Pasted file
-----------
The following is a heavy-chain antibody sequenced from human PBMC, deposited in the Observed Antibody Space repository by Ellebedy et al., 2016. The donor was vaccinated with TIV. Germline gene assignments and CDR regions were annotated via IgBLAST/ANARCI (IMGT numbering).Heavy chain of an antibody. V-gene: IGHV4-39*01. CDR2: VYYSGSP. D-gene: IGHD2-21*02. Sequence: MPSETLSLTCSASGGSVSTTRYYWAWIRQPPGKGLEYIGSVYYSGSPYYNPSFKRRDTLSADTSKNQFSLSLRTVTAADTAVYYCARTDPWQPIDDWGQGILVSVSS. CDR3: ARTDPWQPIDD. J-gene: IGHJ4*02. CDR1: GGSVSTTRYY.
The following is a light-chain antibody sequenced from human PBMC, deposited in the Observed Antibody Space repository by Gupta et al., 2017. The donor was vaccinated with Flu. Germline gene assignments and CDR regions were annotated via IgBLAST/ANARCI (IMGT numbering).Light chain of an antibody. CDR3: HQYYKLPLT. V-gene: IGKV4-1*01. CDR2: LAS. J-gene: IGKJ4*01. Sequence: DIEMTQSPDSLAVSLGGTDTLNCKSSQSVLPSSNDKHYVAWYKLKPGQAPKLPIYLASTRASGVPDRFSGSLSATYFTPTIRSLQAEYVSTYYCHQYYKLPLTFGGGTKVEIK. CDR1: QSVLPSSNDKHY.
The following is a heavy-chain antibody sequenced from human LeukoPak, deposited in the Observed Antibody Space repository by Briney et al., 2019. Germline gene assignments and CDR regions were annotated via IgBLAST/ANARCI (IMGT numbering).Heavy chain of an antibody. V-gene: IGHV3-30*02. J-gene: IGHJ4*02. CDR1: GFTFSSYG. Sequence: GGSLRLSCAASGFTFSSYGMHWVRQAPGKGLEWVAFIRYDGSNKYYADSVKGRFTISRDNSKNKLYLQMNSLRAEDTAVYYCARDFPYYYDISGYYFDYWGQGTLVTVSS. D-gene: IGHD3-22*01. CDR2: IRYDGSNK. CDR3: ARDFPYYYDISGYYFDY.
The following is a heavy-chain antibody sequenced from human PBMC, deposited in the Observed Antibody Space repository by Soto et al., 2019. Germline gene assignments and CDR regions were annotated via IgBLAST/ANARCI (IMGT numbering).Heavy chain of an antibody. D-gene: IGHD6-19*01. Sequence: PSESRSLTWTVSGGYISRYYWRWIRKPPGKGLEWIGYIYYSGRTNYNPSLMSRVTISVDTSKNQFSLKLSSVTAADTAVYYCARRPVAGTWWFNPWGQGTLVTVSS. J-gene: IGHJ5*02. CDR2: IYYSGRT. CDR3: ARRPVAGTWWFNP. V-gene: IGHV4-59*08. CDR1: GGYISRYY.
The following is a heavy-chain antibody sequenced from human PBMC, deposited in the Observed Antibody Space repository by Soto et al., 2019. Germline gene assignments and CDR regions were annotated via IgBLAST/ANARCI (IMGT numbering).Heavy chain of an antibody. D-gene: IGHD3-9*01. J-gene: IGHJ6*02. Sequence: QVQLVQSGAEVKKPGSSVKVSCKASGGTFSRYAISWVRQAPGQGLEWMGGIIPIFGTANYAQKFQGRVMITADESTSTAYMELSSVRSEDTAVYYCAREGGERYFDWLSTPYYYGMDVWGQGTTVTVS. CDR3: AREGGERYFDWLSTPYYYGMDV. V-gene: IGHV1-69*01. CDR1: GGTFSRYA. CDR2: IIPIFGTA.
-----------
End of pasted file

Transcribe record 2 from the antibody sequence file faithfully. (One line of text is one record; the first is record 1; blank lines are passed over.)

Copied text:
The following is a light-chain antibody sequenced from human PBMC, deposited in the Observed Antibody Space repository by Gupta et al., 2017. The donor was vaccinated with Flu. Germline gene assignments and CDR regions were annotated via IgBLAST/ANARCI (IMGT numbering).Light chain of an antibody. CDR3: HQYYKLPLT. V-gene: IGKV4-1*01. CDR2: LAS. J-gene: IGKJ4*01. Sequence: DIEMTQSPDSLAVSLGGTDTLNCKSSQSVLPSSNDKHYVAWYKLKPGQAPKLPIYLASTRASGVPDRFSGSLSATYFTPTIRSLQAEYVSTYYCHQYYKLPLTFGGGTKVEIK. CDR1: QSVLPSSNDKHY.